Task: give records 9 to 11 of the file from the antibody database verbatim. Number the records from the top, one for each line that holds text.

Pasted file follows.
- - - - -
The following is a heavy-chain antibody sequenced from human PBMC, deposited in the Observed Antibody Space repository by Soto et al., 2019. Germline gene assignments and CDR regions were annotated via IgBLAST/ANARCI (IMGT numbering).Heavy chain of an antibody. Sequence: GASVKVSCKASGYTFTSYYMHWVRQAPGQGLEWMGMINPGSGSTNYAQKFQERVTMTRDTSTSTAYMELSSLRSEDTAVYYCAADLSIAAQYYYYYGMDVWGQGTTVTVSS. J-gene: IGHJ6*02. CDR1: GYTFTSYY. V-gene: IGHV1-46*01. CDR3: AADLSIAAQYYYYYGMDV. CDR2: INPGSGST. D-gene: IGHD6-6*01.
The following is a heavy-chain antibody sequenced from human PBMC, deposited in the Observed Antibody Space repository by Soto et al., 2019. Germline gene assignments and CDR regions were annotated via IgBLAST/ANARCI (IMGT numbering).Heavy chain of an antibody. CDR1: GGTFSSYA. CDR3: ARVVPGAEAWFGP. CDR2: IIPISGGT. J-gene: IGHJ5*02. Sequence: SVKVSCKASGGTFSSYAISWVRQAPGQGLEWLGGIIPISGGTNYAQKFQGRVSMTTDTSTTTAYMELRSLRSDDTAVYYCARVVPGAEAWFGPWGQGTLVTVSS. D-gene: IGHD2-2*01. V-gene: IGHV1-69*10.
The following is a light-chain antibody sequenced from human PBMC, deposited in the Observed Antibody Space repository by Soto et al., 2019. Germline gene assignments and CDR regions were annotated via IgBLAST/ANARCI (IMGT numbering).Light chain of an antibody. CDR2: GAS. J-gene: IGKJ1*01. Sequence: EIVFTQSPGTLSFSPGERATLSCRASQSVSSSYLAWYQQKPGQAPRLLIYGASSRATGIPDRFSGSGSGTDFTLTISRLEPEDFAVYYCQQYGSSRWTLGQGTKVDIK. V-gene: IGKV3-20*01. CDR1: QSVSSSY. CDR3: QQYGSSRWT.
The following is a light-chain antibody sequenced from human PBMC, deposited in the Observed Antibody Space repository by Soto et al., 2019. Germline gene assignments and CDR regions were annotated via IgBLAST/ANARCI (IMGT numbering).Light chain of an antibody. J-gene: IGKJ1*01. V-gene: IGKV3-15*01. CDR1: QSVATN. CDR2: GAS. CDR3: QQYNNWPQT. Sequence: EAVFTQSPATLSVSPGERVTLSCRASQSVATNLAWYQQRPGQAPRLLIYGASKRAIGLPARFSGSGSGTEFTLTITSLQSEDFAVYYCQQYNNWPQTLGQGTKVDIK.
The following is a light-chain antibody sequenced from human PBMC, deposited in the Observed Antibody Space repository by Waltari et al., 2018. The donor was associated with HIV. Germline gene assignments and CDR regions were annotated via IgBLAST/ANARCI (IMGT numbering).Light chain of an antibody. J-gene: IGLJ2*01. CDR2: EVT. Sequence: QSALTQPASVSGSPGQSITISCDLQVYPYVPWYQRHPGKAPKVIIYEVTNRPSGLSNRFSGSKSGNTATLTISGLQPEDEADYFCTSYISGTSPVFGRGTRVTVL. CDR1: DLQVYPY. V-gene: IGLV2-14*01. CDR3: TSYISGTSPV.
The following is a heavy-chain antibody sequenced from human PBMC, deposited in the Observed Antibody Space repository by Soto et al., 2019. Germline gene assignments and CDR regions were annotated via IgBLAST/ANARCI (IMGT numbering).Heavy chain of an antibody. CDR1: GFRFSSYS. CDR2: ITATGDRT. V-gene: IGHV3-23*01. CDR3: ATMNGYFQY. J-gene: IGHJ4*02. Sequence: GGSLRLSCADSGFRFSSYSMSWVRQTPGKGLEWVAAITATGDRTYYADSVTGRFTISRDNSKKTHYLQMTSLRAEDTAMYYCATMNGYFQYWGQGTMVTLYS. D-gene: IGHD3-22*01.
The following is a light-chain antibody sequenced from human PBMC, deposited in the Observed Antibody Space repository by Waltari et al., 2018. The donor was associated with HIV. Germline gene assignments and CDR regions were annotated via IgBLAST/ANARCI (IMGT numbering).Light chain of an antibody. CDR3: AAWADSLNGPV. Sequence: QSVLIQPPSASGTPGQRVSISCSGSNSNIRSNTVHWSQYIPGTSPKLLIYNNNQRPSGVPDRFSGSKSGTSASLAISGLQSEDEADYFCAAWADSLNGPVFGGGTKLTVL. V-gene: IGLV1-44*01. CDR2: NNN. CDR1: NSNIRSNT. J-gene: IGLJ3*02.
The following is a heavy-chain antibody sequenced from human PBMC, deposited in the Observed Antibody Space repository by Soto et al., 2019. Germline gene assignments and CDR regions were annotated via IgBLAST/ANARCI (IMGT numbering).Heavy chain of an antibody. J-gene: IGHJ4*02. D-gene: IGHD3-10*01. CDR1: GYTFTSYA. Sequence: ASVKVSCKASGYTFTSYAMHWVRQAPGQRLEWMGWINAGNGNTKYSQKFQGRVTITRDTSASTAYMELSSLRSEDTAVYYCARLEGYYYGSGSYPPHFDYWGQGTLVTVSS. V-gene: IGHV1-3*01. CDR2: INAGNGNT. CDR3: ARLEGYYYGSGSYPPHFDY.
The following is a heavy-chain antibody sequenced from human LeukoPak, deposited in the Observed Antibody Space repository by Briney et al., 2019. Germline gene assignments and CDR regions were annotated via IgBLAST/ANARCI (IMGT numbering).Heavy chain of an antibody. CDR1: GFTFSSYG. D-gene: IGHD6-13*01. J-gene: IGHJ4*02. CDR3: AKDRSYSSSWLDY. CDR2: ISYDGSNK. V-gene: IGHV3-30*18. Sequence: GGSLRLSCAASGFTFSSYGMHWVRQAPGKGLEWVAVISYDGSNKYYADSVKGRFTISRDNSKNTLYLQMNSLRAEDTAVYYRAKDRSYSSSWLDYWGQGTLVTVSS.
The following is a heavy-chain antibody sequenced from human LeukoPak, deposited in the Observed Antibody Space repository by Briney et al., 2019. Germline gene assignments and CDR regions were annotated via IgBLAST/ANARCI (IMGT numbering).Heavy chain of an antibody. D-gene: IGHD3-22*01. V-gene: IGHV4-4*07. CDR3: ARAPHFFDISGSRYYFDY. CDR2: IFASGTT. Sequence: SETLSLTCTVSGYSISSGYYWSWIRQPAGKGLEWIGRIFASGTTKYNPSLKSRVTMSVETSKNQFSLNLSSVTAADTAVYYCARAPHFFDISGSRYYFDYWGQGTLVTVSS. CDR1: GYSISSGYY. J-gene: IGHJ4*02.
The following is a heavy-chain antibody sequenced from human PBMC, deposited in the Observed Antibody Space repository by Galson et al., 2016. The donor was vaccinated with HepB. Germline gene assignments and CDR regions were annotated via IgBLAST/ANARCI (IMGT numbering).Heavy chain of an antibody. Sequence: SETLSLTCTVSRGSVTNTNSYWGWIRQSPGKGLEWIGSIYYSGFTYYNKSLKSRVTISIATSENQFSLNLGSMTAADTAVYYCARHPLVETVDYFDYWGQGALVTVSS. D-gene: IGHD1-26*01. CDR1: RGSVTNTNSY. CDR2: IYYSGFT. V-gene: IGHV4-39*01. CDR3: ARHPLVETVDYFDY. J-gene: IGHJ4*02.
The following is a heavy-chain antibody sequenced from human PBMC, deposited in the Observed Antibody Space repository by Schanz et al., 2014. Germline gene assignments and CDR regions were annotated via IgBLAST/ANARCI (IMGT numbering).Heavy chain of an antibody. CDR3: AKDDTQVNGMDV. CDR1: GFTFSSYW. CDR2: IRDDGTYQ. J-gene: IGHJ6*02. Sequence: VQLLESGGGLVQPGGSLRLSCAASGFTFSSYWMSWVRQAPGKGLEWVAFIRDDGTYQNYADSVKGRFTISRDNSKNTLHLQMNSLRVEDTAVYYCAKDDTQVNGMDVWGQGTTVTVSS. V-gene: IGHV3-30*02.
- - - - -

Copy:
The following is a heavy-chain antibody sequenced from human LeukoPak, deposited in the Observed Antibody Space repository by Briney et al., 2019. Germline gene assignments and CDR regions were annotated via IgBLAST/ANARCI (IMGT numbering).Heavy chain of an antibody. CDR1: GFTFSSYG. D-gene: IGHD6-13*01. J-gene: IGHJ4*02. CDR3: AKDRSYSSSWLDY. CDR2: ISYDGSNK. V-gene: IGHV3-30*18. Sequence: GGSLRLSCAASGFTFSSYGMHWVRQAPGKGLEWVAVISYDGSNKYYADSVKGRFTISRDNSKNTLYLQMNSLRAEDTAVYYRAKDRSYSSSWLDYWGQGTLVTVSS.
The following is a heavy-chain antibody sequenced from human LeukoPak, deposited in the Observed Antibody Space repository by Briney et al., 2019. Germline gene assignments and CDR regions were annotated via IgBLAST/ANARCI (IMGT numbering).Heavy chain of an antibody. D-gene: IGHD3-22*01. V-gene: IGHV4-4*07. CDR3: ARAPHFFDISGSRYYFDY. CDR2: IFASGTT. Sequence: SETLSLTCTVSGYSISSGYYWSWIRQPAGKGLEWIGRIFASGTTKYNPSLKSRVTMSVETSKNQFSLNLSSVTAADTAVYYCARAPHFFDISGSRYYFDYWGQGTLVTVSS. CDR1: GYSISSGYY. J-gene: IGHJ4*02.
The following is a heavy-chain antibody sequenced from human PBMC, deposited in the Observed Antibody Space repository by Galson et al., 2016. The donor was vaccinated with HepB. Germline gene assignments and CDR regions were annotated via IgBLAST/ANARCI (IMGT numbering).Heavy chain of an antibody. Sequence: SETLSLTCTVSRGSVTNTNSYWGWIRQSPGKGLEWIGSIYYSGFTYYNKSLKSRVTISIATSENQFSLNLGSMTAADTAVYYCARHPLVETVDYFDYWGQGALVTVSS. D-gene: IGHD1-26*01. CDR1: RGSVTNTNSY. CDR2: IYYSGFT. V-gene: IGHV4-39*01. CDR3: ARHPLVETVDYFDY. J-gene: IGHJ4*02.